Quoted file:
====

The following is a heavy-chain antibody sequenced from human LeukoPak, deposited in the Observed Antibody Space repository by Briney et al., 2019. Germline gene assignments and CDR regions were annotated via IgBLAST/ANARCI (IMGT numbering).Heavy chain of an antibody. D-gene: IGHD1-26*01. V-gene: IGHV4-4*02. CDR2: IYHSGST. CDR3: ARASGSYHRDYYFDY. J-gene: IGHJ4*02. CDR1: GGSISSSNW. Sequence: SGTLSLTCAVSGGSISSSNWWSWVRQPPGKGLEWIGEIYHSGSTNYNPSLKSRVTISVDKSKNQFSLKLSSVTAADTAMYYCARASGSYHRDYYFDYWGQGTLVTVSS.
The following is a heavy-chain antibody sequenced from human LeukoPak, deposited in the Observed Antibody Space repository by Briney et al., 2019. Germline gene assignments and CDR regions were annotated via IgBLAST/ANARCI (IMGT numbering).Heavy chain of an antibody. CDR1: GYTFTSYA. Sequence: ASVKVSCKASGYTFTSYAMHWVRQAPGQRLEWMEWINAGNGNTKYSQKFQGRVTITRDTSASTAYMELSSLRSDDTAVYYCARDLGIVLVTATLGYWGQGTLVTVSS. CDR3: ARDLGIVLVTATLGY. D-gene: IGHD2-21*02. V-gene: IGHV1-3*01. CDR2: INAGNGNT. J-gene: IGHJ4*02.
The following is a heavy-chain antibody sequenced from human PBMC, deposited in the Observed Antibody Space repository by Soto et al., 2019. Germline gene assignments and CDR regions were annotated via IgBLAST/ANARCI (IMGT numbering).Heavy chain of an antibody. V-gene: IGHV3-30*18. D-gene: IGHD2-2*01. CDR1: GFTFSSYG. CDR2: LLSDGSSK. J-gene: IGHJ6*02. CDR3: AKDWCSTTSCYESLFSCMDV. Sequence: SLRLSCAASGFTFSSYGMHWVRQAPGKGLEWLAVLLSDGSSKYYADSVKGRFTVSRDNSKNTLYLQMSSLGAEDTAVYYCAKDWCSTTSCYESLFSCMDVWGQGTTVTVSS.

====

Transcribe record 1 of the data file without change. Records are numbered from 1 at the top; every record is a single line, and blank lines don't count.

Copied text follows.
The following is a heavy-chain antibody sequenced from human LeukoPak, deposited in the Observed Antibody Space repository by Briney et al., 2019. Germline gene assignments and CDR regions were annotated via IgBLAST/ANARCI (IMGT numbering).Heavy chain of an antibody. D-gene: IGHD1-26*01. V-gene: IGHV4-4*02. CDR2: IYHSGST. CDR3: ARASGSYHRDYYFDY. J-gene: IGHJ4*02. CDR1: GGSISSSNW. Sequence: SGTLSLTCAVSGGSISSSNWWSWVRQPPGKGLEWIGEIYHSGSTNYNPSLKSRVTISVDKSKNQFSLKLSSVTAADTAMYYCARASGSYHRDYYFDYWGQGTLVTVSS.